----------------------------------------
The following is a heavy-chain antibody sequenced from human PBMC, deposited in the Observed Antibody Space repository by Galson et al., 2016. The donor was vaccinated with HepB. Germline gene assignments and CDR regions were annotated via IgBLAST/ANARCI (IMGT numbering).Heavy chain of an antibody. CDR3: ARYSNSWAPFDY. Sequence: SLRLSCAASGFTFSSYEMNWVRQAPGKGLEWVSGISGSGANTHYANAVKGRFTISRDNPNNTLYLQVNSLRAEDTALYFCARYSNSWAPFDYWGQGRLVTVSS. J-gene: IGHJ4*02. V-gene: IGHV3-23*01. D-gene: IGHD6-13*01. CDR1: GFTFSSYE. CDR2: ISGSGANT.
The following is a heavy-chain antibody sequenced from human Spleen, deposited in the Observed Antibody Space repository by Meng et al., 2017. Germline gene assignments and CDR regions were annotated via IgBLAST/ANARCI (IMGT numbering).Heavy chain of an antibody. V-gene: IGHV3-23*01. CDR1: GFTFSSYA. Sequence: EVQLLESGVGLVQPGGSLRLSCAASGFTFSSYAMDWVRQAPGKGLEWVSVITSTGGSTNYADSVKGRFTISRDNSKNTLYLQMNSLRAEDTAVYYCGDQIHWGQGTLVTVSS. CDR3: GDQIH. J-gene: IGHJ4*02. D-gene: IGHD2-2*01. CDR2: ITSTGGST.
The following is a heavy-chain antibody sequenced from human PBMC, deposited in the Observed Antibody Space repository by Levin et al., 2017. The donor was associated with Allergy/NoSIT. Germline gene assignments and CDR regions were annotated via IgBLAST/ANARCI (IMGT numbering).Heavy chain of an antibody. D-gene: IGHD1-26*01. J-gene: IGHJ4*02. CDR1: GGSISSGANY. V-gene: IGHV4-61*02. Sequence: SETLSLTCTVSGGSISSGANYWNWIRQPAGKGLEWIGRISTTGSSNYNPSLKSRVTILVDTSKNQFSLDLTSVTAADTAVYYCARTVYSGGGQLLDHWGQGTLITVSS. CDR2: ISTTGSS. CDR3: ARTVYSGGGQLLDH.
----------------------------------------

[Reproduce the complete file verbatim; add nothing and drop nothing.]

The following is a heavy-chain antibody sequenced from human PBMC, deposited in the Observed Antibody Space repository by Galson et al., 2016. The donor was vaccinated with HepB. Germline gene assignments and CDR regions were annotated via IgBLAST/ANARCI (IMGT numbering).Heavy chain of an antibody. CDR3: ARYSNSWAPFDY. Sequence: SLRLSCAASGFTFSSYEMNWVRQAPGKGLEWVSGISGSGANTHYANAVKGRFTISRDNPNNTLYLQVNSLRAEDTALYFCARYSNSWAPFDYWGQGRLVTVSS. J-gene: IGHJ4*02. V-gene: IGHV3-23*01. D-gene: IGHD6-13*01. CDR1: GFTFSSYE. CDR2: ISGSGANT.
The following is a heavy-chain antibody sequenced from human Spleen, deposited in the Observed Antibody Space repository by Meng et al., 2017. Germline gene assignments and CDR regions were annotated via IgBLAST/ANARCI (IMGT numbering).Heavy chain of an antibody. V-gene: IGHV3-23*01. CDR1: GFTFSSYA. Sequence: EVQLLESGVGLVQPGGSLRLSCAASGFTFSSYAMDWVRQAPGKGLEWVSVITSTGGSTNYADSVKGRFTISRDNSKNTLYLQMNSLRAEDTAVYYCGDQIHWGQGTLVTVSS. CDR3: GDQIH. J-gene: IGHJ4*02. D-gene: IGHD2-2*01. CDR2: ITSTGGST.
The following is a heavy-chain antibody sequenced from human PBMC, deposited in the Observed Antibody Space repository by Levin et al., 2017. The donor was associated with Allergy/NoSIT. Germline gene assignments and CDR regions were annotated via IgBLAST/ANARCI (IMGT numbering).Heavy chain of an antibody. D-gene: IGHD1-26*01. J-gene: IGHJ4*02. CDR1: GGSISSGANY. V-gene: IGHV4-61*02. Sequence: SETLSLTCTVSGGSISSGANYWNWIRQPAGKGLEWIGRISTTGSSNYNPSLKSRVTILVDTSKNQFSLDLTSVTAADTAVYYCARTVYSGGGQLLDHWGQGTLITVSS. CDR2: ISTTGSS. CDR3: ARTVYSGGGQLLDH.